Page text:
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Bad regulations could play spoilsport for online gaming


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Many of these are predominantly skill-based, while some can become skill-based by adding necessary changes to formats.

By Rameesh Kailasam

The year 2021 has catapulted Indian start-ups in a big way, churning out unicorns, apart from triggering innovations across sectors. Wealth creation is beginning to show a positive trajectory, and with massive investments coming in and IPOs under way, India seems poised to take a giant leap forward. However, it is equally critical that adequate attention is given from an enabling regulatory standpoint to start-ups beyond what is given today, as they are spread across sectors from retail, travel, mobility, finance to delivery, education, healthcare, social media, gaming and crypto.

Online gaming is a fast-emerging space. Prime minister Narendra Modi had stated last year that India should tap the huge potential in the digital gaming arena by developing games that are inspired by the country’s culture and folk tales, and the focus should be on use of technology and innovation that meet global standards.

Online gaming companies have become unicorns, attracting mammoth investments, and have even started to list on Indian exchanges. Their gaming formats and models, which involve skill and money, have been considered legitimate by multiple high courts and the Supreme Court as well; yet, state regulations still need to catch up with these interpretations to ensure they do not end up trampling on court rulings as well as legitimate skill-based online gaming platforms in their earnest desire to go after online gambling and betting.

The online gaming space in India is of different types, including e-sports, online fantasy sports, online skill-based casual games & sports (the likes of carrom, chess, billiards, ludo, scrabble, Sudoku, quiz and so on, apart from few types of card-based games). Many of these are predominantly skill-based, while some can become skill-based by adding necessary changes to formats.

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Despite multiple court decisions, certain state governments have, quite unfortunately, ended up banning them while going after online gambling and betting. Karnataka, with its reputation of being start-up and industry-friendly, recently joined this bandwagon, but the industry hopes that the state government will issue necessary clarifications and rules that will grant them the much-needed relief.

Another area on which this industry needs clarity is GST. The GST Council, in 2019, decided to create a Group of Ministers (GoM) to decide GST on casinos, race courses and online gaming, again speaking of all of these, quite unfortunately, in the same breath. In 2021, the GoM was formed to draw up recommendations for deciding tax rates and applicability of GST.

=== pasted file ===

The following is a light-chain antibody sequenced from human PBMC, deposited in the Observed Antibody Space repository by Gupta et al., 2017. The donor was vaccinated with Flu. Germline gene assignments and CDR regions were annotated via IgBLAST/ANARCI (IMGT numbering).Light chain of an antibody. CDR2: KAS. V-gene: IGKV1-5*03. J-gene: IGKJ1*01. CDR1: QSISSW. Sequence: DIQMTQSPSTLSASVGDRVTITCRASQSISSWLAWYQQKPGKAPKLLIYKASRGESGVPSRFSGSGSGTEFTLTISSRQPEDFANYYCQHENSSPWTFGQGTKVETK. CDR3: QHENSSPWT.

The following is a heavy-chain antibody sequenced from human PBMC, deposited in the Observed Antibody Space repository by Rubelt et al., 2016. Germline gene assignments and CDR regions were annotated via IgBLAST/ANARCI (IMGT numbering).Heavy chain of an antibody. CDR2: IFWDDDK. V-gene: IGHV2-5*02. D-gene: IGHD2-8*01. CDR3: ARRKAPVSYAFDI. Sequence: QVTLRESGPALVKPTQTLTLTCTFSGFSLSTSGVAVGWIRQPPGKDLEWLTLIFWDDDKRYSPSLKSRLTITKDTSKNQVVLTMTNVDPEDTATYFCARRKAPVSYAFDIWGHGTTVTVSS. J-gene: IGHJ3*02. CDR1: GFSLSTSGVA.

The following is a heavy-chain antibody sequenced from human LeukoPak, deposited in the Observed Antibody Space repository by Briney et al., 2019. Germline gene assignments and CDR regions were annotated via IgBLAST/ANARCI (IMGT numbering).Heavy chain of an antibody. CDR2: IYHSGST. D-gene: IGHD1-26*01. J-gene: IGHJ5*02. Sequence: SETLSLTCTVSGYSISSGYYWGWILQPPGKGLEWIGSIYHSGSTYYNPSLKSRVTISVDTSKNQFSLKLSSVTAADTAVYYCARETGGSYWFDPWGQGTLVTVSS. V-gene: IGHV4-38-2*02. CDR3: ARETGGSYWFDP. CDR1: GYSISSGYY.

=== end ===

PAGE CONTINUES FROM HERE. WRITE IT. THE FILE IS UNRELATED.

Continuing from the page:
The online gaming world does involve money, and the contest entry amount (CEA) comprises of two components, viz. gross gaming revenue (GGR) or platform fees and prize pool. While GGR or platform fees is the gross amount of fee that the technology platform earns for providing the service as an online technology platform, prize pool is the amount that may be held in a clearly demarcated form or account that may include, but is not limited, to an escrow account/ separate bank account, or the money is held in separate electronic ledgers by third-party service providers and payment gateways (PGs), wallets, etc. This amount is distributed to the users depending on their winnings or rankings at the end of each game, which is decided by the game format.

GGR/platform fees can range anywhere from 1% to 20%, depending on gaming formats and platforms. Currently, GST is paid at the rate of 18% on the GGR or platform fee as a fee charged for service. The technology platform owner has no right, title or interest over the prize pool amount. In some cases, this amount is received and held by a third-party/independent custodian for and on behalf of players. The mandate of such third-party/independent custodian is to fully distribute the prize pool amount to winners as per predetermined rules of the game. In certain cases, the third-party may not be a custodian but may merely be a service-provider, facilitating transactions and charging a commission for the same, purely like a bank, PG, wallet, etc. Therefore, the prize pool does not form part of the value of services provided by the platform, and hence no GST is applicable as the platform has no right over the money.

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Further, Rule 31A of CGST Rules 2017 deals with valuation of supply of actionable claim in cases of lottery, betting, gambling and horse racing, so as to fall within the rigours of Rule 31A which applies only to activities involving “chance to win in betting, gambling or horse racing.” Since Rule 31A uses the word ‘chance’, it is clear that the rule is intended to apply only to activities and contest based on chance and does not cover online games based on skill. It is important that the GoM and the GST Council issue a suitable clarification that Rule 31A is not intended to cover games of skill and therefore is not applicable to any form of online gaming where there is a preponderance of skill over chance. Also, prize pool amount being an actionable claim, any activity or transaction pertaining to such actionable claim can neither be considered as supply of goods nor supply of services, and, hence, it is clearly exempt from the levy of GST. For ensuring this sunrise sector does not face an imminent sunset, enabling regulations and regulatory clarity are important.



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